In his instruction what are his sources of wisdom?
1. His Jewish Synagogue experience, in which there were no “priests” but an equal association of village men, many of whom might speak.
2. The practice of “all the churches”. He probably means “all the Gentile Churches.” These were also “house churches”.
3. His own common sense and prejudice.
He claims that his source is “God’s command” but quotes no scripture or command of Jesus that justifies his position. He asks if the Corinthians think they have a monopoly of God’s truth while he asserts his own grasp of God’s truth. The problem of authority in charismatic assemblies was evident very early in the history of the church. Eventually the emerging “catholic” communities solved the problem by instituting a hierarchy which placed authority in the hands of priest and elected bishops; but well into the Catholic era, there were still charismatic assemblies which refused to accept their authority. The problem Paul faced was that having dispensed with obedience to religious law and placed his converts under the guidance of the Spirit, how could he challenge a teaching which claimed the inspiration of the Spirit?
Ultimately his answer is his own function as an apostle called by God, which could itself seem questionable because it rested on a personal spiritual experience. He doesn’t however simply issue a command, but tries to remain true to the spiritual freedom he has proclaimed. That’s why he argues by common sense and good custom and seeks for agreement. That’s to his credit, but notoriously it leads to his command that women should be silent in the church assembly. This is based on the practice of the synagogue, but may be at odds with his own conviction that “in Messiah Jesus there are neither Jew nor Gentile, slave nor free, male nor female”. Clearly women had been allowed to speak in the Corinthian church; they must have felt betrayed by Paul’s conventional instruction.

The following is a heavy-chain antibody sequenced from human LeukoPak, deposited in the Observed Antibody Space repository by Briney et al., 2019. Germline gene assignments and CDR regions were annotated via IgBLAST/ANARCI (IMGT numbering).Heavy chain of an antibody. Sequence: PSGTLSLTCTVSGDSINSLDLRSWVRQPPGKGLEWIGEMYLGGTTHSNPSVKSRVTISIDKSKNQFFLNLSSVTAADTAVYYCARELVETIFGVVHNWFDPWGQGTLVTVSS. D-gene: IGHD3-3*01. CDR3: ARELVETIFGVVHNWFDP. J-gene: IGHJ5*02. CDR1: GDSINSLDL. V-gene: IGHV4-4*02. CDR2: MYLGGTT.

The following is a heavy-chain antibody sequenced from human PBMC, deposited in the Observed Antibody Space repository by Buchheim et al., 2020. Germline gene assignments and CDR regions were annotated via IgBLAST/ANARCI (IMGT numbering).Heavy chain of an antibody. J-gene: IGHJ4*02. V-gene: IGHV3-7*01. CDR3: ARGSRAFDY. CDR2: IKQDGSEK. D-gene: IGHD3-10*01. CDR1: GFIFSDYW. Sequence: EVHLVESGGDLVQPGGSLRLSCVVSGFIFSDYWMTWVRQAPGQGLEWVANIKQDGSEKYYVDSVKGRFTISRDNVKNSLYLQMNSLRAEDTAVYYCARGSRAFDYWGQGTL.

In modern times, most churches have begun a process of repentance for their long refusal to include women as fully equal members, and in the protestant and charismatic churches to enjoy the
leadership of women as ministers and priests. This has come about by the churches being led by the Spirit to interpret their tradition more creatively. Well. that’s a nice way of putting it. In fact they have been dragged kicking and screaming by the greater equality of women in society into their new acceptance of women’s vocation. That’s a bit disgraceful because one might have hoped the churches would have been prophets of equality, rather than defenders of subservience. Yet all organisations that hold to a particular piece of history as determinative of present practice, will find it harder to change than those who have no such anchor.
I may be critical of Paul, but I can see that he was wrestling with an issue about authority which has not gone away; and that in practical matters he used common sense and practice as his guide, although we disagree with his conclusion. On the other hand I have to be clear I do disagree and that I consider all excuses for preserving male denomination and no-go areas for women to be nonsense. Come on Pope Francis, tell us the truth: there are no good arguments for men- only priesthood. Come and see our women ministers at work and realise what good priests and bishops (and Popes!) they would be.